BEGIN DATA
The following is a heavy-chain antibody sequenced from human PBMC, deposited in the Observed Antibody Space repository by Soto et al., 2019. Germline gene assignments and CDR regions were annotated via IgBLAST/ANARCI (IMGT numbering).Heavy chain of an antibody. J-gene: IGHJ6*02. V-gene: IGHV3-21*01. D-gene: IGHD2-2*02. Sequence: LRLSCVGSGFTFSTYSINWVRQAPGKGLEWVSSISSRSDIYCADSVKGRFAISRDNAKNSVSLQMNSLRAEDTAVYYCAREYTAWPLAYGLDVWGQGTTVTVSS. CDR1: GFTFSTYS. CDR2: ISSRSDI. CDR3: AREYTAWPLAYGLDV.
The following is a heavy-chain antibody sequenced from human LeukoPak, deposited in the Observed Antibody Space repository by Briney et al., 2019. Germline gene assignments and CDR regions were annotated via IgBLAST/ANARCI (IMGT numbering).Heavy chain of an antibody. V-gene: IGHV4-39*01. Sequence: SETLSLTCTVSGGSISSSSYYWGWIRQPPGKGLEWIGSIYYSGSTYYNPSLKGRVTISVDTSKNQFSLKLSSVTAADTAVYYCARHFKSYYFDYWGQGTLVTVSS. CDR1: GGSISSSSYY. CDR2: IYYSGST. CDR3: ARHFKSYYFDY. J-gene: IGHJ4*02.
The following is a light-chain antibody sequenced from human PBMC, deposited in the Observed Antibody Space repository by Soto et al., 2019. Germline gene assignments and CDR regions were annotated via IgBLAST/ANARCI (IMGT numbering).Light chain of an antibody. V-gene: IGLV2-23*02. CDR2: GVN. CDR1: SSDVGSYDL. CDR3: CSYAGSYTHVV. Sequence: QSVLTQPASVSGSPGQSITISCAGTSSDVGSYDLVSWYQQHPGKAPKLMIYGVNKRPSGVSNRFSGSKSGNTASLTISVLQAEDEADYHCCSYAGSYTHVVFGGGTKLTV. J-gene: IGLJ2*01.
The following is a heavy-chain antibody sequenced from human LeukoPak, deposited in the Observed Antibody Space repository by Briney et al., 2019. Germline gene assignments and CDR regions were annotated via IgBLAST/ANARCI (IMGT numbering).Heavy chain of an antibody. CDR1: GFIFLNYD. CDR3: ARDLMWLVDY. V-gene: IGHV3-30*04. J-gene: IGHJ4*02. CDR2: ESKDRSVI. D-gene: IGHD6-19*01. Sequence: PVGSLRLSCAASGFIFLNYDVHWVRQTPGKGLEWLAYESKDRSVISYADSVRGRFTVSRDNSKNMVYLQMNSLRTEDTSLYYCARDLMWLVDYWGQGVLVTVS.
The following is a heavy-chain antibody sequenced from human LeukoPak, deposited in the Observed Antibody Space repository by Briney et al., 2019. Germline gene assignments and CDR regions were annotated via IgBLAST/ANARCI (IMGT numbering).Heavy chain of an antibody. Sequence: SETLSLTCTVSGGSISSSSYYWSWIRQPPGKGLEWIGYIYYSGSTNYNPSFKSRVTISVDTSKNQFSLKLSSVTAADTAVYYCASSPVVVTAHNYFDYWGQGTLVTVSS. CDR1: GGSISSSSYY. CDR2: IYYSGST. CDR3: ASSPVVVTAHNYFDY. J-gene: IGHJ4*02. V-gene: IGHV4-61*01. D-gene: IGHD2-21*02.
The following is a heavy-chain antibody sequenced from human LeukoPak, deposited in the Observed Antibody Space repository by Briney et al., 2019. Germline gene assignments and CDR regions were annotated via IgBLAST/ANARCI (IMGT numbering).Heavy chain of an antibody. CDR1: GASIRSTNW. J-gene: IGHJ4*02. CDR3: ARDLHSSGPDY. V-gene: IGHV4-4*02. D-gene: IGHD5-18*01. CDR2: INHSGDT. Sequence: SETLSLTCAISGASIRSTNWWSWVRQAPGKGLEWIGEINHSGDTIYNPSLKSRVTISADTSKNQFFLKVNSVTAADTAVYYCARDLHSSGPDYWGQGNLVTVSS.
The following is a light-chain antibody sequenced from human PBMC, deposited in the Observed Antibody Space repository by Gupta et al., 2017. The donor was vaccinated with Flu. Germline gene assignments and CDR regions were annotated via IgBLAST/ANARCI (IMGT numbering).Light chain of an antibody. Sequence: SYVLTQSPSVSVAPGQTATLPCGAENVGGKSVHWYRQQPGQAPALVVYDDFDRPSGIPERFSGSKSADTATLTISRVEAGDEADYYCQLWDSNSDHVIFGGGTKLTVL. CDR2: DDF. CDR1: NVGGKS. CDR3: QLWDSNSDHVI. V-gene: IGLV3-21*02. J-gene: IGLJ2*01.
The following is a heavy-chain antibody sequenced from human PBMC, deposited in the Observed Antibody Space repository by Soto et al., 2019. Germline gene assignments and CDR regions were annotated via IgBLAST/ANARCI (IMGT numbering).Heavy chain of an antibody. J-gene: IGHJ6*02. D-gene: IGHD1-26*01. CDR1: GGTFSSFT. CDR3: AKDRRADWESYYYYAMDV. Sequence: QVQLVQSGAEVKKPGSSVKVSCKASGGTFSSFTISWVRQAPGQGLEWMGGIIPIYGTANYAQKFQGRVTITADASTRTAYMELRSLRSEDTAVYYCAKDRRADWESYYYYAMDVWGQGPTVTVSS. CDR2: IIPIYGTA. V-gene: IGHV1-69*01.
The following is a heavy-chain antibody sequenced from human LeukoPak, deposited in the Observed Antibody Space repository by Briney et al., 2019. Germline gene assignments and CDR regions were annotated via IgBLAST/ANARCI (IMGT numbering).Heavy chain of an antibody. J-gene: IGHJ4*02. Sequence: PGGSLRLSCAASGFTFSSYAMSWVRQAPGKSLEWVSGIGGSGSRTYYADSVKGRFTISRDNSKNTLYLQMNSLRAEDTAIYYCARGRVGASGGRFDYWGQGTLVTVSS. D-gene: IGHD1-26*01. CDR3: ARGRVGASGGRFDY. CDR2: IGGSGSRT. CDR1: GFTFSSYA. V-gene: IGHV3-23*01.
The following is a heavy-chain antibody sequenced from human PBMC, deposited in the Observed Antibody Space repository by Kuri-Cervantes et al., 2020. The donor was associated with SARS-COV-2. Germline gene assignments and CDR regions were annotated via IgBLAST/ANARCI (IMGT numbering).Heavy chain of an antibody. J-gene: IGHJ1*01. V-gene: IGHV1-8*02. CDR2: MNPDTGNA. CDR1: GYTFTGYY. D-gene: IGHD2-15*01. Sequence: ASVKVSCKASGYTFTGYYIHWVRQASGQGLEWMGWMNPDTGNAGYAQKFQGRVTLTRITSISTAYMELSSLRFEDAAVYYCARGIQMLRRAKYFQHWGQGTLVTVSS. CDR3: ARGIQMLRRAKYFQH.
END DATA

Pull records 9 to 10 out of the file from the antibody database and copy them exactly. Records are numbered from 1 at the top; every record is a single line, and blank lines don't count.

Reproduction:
The following is a heavy-chain antibody sequenced from human LeukoPak, deposited in the Observed Antibody Space repository by Briney et al., 2019. Germline gene assignments and CDR regions were annotated via IgBLAST/ANARCI (IMGT numbering).Heavy chain of an antibody. J-gene: IGHJ4*02. Sequence: PGGSLRLSCAASGFTFSSYAMSWVRQAPGKSLEWVSGIGGSGSRTYYADSVKGRFTISRDNSKNTLYLQMNSLRAEDTAIYYCARGRVGASGGRFDYWGQGTLVTVSS. D-gene: IGHD1-26*01. CDR3: ARGRVGASGGRFDY. CDR2: IGGSGSRT. CDR1: GFTFSSYA. V-gene: IGHV3-23*01.
The following is a heavy-chain antibody sequenced from human PBMC, deposited in the Observed Antibody Space repository by Kuri-Cervantes et al., 2020. The donor was associated with SARS-COV-2. Germline gene assignments and CDR regions were annotated via IgBLAST/ANARCI (IMGT numbering).Heavy chain of an antibody. J-gene: IGHJ1*01. V-gene: IGHV1-8*02. CDR2: MNPDTGNA. CDR1: GYTFTGYY. D-gene: IGHD2-15*01. Sequence: ASVKVSCKASGYTFTGYYIHWVRQASGQGLEWMGWMNPDTGNAGYAQKFQGRVTLTRITSISTAYMELSSLRFEDAAVYYCARGIQMLRRAKYFQHWGQGTLVTVSS. CDR3: ARGIQMLRRAKYFQH.